Vocabulary Lesson (Dietary Habits)

The word “diet” can set off a lot of people who’ve had bad experience with diet plans. Like fashion fads & faux pas, trendy diets can be hit or miss & are largely influenced by the information immediately available.

Research has shown that humans require a diverse array of nutrition on a daily basis, but the question is how?

How do we get everything we need without anything we don’t? Some people believe they’ve found the answers among lifestyle diets.

For some these lifestyle diets take on a like of their own & manifest (alongside over mental health issues) as eating disorders, which we will also talk about.

Diet

(noun.)

  1. The kinds of food that a person, animal, or community habitually eats.
  2. A special course of food to which a person restricts themselves, either to lose weight or for medical reasons.

(verb.)

  1. Restrict oneself to small amounts or special kinds of food in order to lose weight.

Origin

Middle English from Old French diete (noun), dieter (verb), via Latin from Greek diaita ‘a way of life’.

Herbivore, Omnivore & Carnivore

  • Herbivores eat only plants
  • Omnivores eat plants & animals
  • Carnivores eat only other animals

Humans are omnivorous as a group, though as individuals that may not be true.

Kosher

One’s diet as defined in the Torah.

Halal

One’s diet as defined in the Qur’an.

Vegan

One who does not consume any meat, dairy, or consume/use other animal derived products or by-products, such as gelatin, fur or leather.

Vegetarian

Levels of Vegetarianism

Pollotarian

Vegetarian + Poultry Consumption

Pescatarian

Vegetarian + Fish Consumption

Lacto-Veg.

Vegetarian + Dairy Consumption

Ovo-Veg.

Vegetarian + Egg Consumption

Flexitarian

Vegetarian + Very Limited Meat Consumption

Macrobiotic

Buddhist: Whole grains / Cereal & Some Produce

Fruitarian

Fruits, Nuts & Seeds

Raw / Living Food

Unheated / Uncooked Plant-Based Foods

Clean Eating

  • Eat for nourishment (instead of for boredom)
  • Eat plant based foods (instead of vitamins)
  • Eat real foods (instead of junk foods)

Paleo

“A diet based on the types of foods presumed to have been eaten by early humans, consisting chiefly of meat, fish, vegetables, and fruit and excluding dairy or cereal products and processed food.”

Ketogenic

Low Carb, High Fat

Gluten

“A mixture of two proteins present in cereal grains, especially wheat, which is responsible for the elastic texture of dough.”

Lactose

“A sugar present in milk.”

Sucrose

“A compound which is the chief component of cane or beet sugar.”

Fructose

“A sugar of the hexose class found especially in honey and fruit.”

Organic

The adjective relating to ‘living matter,’ but also a standard in terms of consumerism.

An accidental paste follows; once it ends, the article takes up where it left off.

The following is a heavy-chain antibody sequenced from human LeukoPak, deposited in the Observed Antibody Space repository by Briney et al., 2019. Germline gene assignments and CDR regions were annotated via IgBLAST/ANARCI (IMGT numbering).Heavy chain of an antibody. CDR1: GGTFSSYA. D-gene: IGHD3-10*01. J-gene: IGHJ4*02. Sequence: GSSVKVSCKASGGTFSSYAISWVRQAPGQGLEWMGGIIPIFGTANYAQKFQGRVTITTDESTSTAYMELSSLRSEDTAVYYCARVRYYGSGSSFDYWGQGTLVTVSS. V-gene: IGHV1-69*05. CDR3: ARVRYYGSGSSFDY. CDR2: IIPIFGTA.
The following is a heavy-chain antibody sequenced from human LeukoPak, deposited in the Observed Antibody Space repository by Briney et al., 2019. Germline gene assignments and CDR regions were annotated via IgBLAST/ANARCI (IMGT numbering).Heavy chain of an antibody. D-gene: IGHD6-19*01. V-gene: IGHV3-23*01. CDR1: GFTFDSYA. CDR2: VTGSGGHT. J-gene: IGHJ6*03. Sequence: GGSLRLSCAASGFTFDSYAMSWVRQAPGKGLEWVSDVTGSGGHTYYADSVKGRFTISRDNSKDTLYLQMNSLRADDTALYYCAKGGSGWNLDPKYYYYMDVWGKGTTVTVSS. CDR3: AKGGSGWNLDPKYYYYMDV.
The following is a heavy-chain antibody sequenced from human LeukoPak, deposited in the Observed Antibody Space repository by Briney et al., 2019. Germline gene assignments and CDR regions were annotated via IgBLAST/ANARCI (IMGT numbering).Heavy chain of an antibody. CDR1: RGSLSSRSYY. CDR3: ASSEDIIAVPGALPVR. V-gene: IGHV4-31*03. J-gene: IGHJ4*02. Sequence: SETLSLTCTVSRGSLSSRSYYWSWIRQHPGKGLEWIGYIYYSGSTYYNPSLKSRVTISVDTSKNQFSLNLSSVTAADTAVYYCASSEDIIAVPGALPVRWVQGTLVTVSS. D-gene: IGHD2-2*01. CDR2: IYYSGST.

Free-Range

GMO

Antibiotic-Free

Meal Planning

Calorie Counting


Eating Disorder

National Eating Disorder Association

Malnourishment

The point of which someone is so deprived for nutrition their body cannot function properly.

Dehydration

The point of which someone is so deprived of water their body cannot function properly.

Orthorexia

An unhealthy obsession with healthy eating, to the point of suffering. Not a formal diagnosis. Theories suggests it the behavior pattern might be linked to Obsessive Compulsive Disorder (OCD).

BED

Binge Eating Disorder “is a severe, life-threatening, and treatable eating disorder characterized by recurrent episodes of eating large quantities of food (often very quickly and to the point of discomfort); a feeling of a loss of control during the binge; experiencing shame, distress or guilt afterwards; and not regularly using unhealthy compensatory measures (e.g., purging) to counter the binge eating.”

It is the most common eating disorder in the United States.

Bulimia Nervosa

“A serious, potentially life-threatening eating disorder characterized by a cycle of bingeing and compensatory behaviors such as self-induced vomiting designed to undo or compensate for the effects of binge eating.”

Anorexia Nervosa

“An eating disorder characterized by weight loss (or lack of appropriate weight gain in growing children); difficulties maintaining an appropriate body weight for height, age, and stature; and, in many individuals, distorted body image.”

ARFID

Avoidant Restrictive Food Intake Disorder “is similar to anorexia in that both disorders involve limitations in the amount and/or types of food consumed, but unlike anorexia, ARFID does not involve any distress about body shape or size, or fears of fatness.”

Pica

“An eating disorder that involves eating items that are not typically thought of as food and that do not contain significant nutritional value, such as hair, dirt, and paint chips.”

Rumination Disorder

“The regular regurgitation of food that occurs for at least one month. Regurgitated food may be re-chewed, re-swallowed, or spit out. Typically, when someone regurgitates their food, they do not appear to be making an effort, nor do they appear to be stressed, upset, or disgusted.”

Laxative Abuse

The misuse of laxative medications as a means of controlling weight.

OSFED

Other Specified Feeding or Eating Disorders

UFED

Unspecified feeding or eating disorder

Food Bullying

Bullying of any sort is an awful thing. Many people have been bullied over when or what or how they eat. But, what happens if someone is so ‘concerned’ with your diet that they restrict it for you? What if someone’s intention for bullying you is to get you to eat more?

If you or someone you know are experiencing food control abuse, click here or call 1-800-799-7233.


If you or someone you know may have an eating disorder, click here or call 1-800-931-2237.

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